Hillary Clinton has repeatedly taken aim at a controversial Wall Street perk. (Photo by Melina Mara/The Washington Post)

For years, Democrats have tried -- and failed -- to pass legislation revoking the preferential tax treatment that billionaire financiers can get on a large portion of their compensation.

Now, with populist anger at Wall Street rising during this presidential election season, the "carried interest loophole," which allows the managers of private-equity firms to pay a lower tax rate, is back in the spotlight.

"This year is just different. There has been a populist surge politically in both parties," said Marcus Stanley, policy director for Americans for Financial Reform. "Having the wealthiest people in the financial system paying a lower rate than everyone else is even harder to swallow. People realize that it doesn't have to be like this."

In an USA Today interview last week, presumptive Democratic presidential nominee Hillary Clinton said if Congress didn't act, as president she would ask the Treasury Department to close the loophole. Clinton's approach has been cheered by fellow Democrats and set off grumbles on Wall Street about executive office overreach. But even tax experts say Clinton's approach could be more difficult to accomplish.

The attack on the treatment of carried interest is part of growing anti-Wall Street rhetoric on the presidential campaign trail that has some financial industry officials preparing for a contentious period in Congress. A coalition of labor unions and activist groups launched a new campaign, known as Take on Wall Street, last month to reform the financial industry. Earlier this year, New York State assemblymen introduced legislation to raise taxes on residents who benefit from the tax treatment of carried interest.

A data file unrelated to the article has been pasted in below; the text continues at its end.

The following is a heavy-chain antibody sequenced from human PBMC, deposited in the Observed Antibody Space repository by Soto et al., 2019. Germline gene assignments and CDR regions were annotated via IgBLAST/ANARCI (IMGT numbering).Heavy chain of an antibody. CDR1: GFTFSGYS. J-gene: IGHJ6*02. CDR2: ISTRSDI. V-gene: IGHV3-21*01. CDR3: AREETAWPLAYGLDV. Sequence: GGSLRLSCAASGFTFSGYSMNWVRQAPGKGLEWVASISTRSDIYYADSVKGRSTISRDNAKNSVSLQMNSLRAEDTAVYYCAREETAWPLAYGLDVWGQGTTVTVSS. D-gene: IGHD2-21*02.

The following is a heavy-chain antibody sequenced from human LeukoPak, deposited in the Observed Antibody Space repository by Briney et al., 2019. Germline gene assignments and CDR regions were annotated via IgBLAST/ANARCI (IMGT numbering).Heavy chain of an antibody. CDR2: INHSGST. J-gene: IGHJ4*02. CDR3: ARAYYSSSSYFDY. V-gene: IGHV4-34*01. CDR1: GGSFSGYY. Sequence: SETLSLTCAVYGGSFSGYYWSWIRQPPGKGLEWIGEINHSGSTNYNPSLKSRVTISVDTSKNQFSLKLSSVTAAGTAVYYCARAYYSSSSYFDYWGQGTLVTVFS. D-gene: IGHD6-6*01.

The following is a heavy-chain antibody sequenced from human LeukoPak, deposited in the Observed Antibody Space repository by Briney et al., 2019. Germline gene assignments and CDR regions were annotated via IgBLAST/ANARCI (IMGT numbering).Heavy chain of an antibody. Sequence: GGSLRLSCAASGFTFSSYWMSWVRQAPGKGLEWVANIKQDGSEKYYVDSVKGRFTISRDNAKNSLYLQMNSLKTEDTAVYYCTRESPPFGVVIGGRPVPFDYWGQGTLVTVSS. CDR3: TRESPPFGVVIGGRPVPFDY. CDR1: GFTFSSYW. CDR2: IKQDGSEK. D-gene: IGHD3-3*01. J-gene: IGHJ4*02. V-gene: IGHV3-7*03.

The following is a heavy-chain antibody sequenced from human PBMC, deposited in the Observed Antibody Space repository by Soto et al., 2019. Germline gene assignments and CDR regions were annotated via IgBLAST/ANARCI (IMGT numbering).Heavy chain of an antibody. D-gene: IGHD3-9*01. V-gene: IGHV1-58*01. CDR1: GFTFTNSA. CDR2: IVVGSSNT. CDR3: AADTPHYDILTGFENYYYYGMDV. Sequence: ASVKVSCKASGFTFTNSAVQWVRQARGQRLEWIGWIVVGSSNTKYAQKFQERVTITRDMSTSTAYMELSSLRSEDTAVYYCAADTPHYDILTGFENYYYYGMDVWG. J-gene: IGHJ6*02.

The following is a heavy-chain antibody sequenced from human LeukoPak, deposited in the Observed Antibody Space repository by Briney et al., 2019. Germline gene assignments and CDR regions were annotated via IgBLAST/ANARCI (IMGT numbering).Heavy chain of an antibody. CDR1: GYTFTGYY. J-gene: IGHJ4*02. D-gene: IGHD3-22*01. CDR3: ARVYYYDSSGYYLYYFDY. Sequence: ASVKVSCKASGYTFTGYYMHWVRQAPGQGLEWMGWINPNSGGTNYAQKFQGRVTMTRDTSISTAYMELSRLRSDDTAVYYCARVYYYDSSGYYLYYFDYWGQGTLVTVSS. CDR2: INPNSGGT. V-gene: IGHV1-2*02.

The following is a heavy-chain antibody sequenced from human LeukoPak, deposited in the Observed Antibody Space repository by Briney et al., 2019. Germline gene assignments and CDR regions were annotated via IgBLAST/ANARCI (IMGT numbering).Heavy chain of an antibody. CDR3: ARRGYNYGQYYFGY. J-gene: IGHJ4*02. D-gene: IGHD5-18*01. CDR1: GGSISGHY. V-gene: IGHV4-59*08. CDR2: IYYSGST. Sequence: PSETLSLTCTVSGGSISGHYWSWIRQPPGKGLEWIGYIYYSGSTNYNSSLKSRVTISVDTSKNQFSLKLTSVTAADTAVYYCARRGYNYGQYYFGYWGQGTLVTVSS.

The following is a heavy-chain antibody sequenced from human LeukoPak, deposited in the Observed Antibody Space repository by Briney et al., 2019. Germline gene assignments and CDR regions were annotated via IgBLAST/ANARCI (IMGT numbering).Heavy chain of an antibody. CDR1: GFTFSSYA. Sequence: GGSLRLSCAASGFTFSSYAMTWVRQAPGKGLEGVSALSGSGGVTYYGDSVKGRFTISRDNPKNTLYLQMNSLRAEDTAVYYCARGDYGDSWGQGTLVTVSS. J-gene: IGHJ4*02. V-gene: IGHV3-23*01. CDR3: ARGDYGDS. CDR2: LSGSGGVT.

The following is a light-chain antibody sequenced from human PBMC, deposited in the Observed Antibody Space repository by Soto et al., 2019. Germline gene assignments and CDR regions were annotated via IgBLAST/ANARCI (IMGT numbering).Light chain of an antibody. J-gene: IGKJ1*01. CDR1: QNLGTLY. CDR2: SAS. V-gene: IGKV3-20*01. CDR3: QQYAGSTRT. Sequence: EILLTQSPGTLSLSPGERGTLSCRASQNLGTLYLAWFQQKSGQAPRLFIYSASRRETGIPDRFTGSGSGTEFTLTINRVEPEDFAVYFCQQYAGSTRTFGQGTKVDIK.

At issue is the compensation of the managers of private-equity and venture capital funds. They receive a share of the profits, usually 20 percent, earned on their clients’ investments in exchange for managing those investments. That payment is known as “carried interest.”

Under the current tax code, that carried interest is consider a long-term capital gain, which is taxed at about 20 percent. That’s about half the tax rate these managers would pay if carried interest were treated as ordinary income.

Congress's Joint Committee on Taxation has estimated that changing the treatment of carried interest could raise about $16 billion over the next decade. Academics who have studied the issue say the figure could be much higher, $180 billion.

[These hedge fund managers made $4.7 million per day last year]

But any attempt to overturn the status quo would be difficult. Wall Street financiers remain a powerful fundraising source for both Democrats and Republicans. And the industry's advocates note that the treatment of carried interest has been the same for decades and compensates executives who manage investments for years.

"Treasury has recognized for some time that the tax treatment of carried interest cannot be changed through executive action," said James Maloney, spokesman for the American Investment Council, which represents the private-equity industry.

"It would take an act of Congress," he said. "Thus far, Congress has appropriately agreed that carried interest is a long term capital gain. We don't anticipate that changing."

A larger issue may be the Democrats' repeated attempts to overturn the law. By repeatedly failing to change the law, Congress has settled the issue, tax experts say. Changing the policy through an executive order would likely be challenged in court, they said, with lawyers arguing that lawmakers had several opportunities to change the law if they wanted.

“Trying to administratively change the guidance would be a little messy. There is a lot of water under the bridge here," said Lee Sheppard, a contributing editor at Tax Analysts' Tax Notes.

In a statement, the Treasury Department said it "continues to explore its existing authority for ways to address the loophole," but an IRS official recently appeared to concede the point.

"We’re still in limbo because carried interest legislation is introduced with every opportunity,” Clifford Warren, special counsel to the associate chief counsel at the IRS, said June 8 at a Practicing Law Institute seminar in San Francisco, according to Bloomberg. “I think there is a sense we may be treading on congressional territory if we try to go that route.”

Addressing the issue was shelved "because we kept thinking carried interest legislation would get enacted by Congress,” Warren said. “Lo and behold, it still has not materialized, and the proposed regs [regulations] are aging nicely like a fine Gouda on the shelves of our offices.”

Still, that is not likely to close the issue. As Stanley put it: "The notion that Congress makes law by not making law is going to be a tough argument."